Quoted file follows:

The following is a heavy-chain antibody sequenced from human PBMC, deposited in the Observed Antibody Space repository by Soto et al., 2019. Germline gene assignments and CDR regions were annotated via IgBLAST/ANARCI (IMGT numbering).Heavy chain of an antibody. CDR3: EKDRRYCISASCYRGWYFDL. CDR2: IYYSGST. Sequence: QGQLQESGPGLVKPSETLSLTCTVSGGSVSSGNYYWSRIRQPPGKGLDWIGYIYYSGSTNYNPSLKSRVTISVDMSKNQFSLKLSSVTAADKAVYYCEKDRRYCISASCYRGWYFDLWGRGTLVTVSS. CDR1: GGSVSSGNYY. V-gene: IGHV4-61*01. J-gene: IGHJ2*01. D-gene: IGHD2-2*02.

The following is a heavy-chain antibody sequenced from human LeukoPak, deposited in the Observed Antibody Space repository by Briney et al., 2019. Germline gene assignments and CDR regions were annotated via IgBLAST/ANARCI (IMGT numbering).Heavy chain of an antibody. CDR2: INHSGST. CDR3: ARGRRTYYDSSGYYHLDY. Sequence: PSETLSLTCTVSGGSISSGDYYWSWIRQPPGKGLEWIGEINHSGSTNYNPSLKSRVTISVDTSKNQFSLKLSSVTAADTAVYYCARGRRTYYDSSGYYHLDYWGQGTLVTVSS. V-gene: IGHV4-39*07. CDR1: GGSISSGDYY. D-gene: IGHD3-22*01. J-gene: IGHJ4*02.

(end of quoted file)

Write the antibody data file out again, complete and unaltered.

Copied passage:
The following is a heavy-chain antibody sequenced from human PBMC, deposited in the Observed Antibody Space repository by Soto et al., 2019. Germline gene assignments and CDR regions were annotated via IgBLAST/ANARCI (IMGT numbering).Heavy chain of an antibody. CDR3: EKDRRYCISASCYRGWYFDL. CDR2: IYYSGST. Sequence: QGQLQESGPGLVKPSETLSLTCTVSGGSVSSGNYYWSRIRQPPGKGLDWIGYIYYSGSTNYNPSLKSRVTISVDMSKNQFSLKLSSVTAADKAVYYCEKDRRYCISASCYRGWYFDLWGRGTLVTVSS. CDR1: GGSVSSGNYY. V-gene: IGHV4-61*01. J-gene: IGHJ2*01. D-gene: IGHD2-2*02.

The following is a heavy-chain antibody sequenced from human LeukoPak, deposited in the Observed Antibody Space repository by Briney et al., 2019. Germline gene assignments and CDR regions were annotated via IgBLAST/ANARCI (IMGT numbering).Heavy chain of an antibody. CDR2: INHSGST. CDR3: ARGRRTYYDSSGYYHLDY. Sequence: PSETLSLTCTVSGGSISSGDYYWSWIRQPPGKGLEWIGEINHSGSTNYNPSLKSRVTISVDTSKNQFSLKLSSVTAADTAVYYCARGRRTYYDSSGYYHLDYWGQGTLVTVSS. V-gene: IGHV4-39*07. CDR1: GGSISSGDYY. D-gene: IGHD3-22*01. J-gene: IGHJ4*02.